You are not alone: Chicago agency identifies FMLA abuse

Steps you can use to curb abuse

Posted November 16, 2017

If you ever thought you were the sole fish struggling in a sea of FMLA abuse, think again. The FMLA strives to find a balance between the needs of both employer and employee, but sometimes, that fine line can be moved to one side.

A recent Chicago agency investigation, for example, identified patterns suggestive of potential abuse of leave under the FMLA by employees. The investigation revealed that several employees followed patterns that raised the specter of abuse, including the frequent use of FMLA leave on Fridays and Saturdays, as well as around major holidays or sporting events. Does that sound at all familiar?

The investigation found that 49% of all agency employees had been designated as eligible to take intermittent FMLA leave, with that number increasing steadily over the last several years.

And we thought 20% was high.

A review of employee medical files revealed that a number of them were incomplete and did not contain all appropriate FMLA documentation. The investigation also revealed that the agency did not request second medical opinions, as permitted under certain circumstances by the FMLA.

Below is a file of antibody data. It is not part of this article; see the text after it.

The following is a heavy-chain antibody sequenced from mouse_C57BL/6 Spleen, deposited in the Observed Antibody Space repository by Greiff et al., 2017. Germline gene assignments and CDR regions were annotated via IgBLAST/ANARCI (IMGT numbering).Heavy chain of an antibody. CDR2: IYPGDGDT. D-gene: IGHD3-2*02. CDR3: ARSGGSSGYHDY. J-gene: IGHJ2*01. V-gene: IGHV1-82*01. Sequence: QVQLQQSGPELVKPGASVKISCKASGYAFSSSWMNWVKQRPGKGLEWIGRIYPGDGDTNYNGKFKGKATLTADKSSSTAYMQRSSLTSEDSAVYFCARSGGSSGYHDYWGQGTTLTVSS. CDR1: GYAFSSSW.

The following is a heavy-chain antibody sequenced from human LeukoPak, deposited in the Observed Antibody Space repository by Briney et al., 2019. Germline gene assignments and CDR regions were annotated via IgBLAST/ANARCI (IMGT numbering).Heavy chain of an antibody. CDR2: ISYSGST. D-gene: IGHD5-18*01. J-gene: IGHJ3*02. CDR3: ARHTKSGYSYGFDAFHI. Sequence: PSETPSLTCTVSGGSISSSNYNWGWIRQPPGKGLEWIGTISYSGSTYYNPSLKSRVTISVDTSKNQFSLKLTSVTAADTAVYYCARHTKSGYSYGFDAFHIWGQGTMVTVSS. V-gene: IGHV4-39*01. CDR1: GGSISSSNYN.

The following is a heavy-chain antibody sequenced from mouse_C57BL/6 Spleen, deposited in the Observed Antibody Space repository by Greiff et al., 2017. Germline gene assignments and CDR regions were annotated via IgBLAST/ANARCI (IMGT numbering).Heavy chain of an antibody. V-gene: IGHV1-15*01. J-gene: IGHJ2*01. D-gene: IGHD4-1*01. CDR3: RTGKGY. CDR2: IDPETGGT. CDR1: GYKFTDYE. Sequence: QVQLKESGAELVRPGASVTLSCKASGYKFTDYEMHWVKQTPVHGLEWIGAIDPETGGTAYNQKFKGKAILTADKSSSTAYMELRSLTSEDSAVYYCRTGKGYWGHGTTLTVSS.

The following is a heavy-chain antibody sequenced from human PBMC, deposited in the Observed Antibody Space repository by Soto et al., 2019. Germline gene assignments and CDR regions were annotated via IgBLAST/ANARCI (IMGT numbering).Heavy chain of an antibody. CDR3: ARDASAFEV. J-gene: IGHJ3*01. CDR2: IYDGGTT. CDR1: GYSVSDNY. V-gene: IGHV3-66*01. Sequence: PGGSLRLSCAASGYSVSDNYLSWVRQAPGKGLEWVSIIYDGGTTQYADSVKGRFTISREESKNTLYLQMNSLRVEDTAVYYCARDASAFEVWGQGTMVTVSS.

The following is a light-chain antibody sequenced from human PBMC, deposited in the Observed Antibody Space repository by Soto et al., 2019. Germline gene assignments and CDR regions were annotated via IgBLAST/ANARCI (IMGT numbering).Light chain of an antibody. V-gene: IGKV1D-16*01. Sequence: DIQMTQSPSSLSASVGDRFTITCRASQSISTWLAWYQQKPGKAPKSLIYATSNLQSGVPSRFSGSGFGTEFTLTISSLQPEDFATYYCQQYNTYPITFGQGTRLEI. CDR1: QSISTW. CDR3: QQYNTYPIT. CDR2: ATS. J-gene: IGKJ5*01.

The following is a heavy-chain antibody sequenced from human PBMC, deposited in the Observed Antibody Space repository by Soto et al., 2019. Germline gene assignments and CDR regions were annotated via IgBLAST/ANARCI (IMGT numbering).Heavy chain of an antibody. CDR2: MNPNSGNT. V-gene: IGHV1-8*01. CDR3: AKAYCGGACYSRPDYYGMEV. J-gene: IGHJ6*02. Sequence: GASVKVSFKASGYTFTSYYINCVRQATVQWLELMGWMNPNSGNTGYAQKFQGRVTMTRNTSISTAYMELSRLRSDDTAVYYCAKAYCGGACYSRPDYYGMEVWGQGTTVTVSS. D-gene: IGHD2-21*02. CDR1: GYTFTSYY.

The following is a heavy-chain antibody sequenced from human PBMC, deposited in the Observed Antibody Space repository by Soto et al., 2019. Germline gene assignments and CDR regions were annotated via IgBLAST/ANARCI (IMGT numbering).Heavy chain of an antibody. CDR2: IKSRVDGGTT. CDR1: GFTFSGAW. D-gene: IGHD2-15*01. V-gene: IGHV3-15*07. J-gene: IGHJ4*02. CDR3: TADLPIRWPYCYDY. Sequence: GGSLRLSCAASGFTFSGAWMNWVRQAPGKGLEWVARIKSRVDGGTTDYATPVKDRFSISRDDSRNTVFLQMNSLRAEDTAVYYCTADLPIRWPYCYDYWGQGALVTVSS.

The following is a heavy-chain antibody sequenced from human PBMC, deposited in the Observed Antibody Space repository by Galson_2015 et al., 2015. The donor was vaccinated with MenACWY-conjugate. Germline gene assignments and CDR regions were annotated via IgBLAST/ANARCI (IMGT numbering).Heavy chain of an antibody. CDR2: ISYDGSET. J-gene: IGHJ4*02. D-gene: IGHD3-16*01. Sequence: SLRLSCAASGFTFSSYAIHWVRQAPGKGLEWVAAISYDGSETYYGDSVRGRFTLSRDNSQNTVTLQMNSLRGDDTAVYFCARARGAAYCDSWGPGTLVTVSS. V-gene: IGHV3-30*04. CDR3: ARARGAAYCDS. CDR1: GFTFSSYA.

Further, the investigation suggested that the nature of the agency’s vacation scheduling procedures — under which employees were required to schedule vacation for an entire calendar year in advance — may have contributed to intermittent FMLA leave abuse. As a consequence, employees might not have been able to schedule time off when an unexpected need arose and could have been tempted to use FMLA leave as a stop-gap measure.

Suggested steps to curb the possible abuse of FMLA leave included the following:

  • Encourage front line supervisors, as appropriate and permissible, to elevate concerns about potential abuse through their chain of command and document any concerns raised this way.
  • Provide training to front line supervisors on what they are obligated and permitted to do under FMLA.
  • Review the files of employees designated for intermittent FMLA use for the completeness and timeliness of documentation. Seeking recertification where legally appropriate.
  • Require second medical opinions as allowed by law.
  • Review the system for scheduling vacation time.

While not a court case (the usual source of information on what not to do or what to do), this employer’s FMLA (mis)adventures can help others find ways to help curb real or potential abuse. One of the more effective measures will likely be the training of supervisors, as they are in positions to really help the employer administer the absences.

The final word is that employers may take steps to help avoid or curtail real or potential FMLA leave abuse, and this situation outlines a handful of them.


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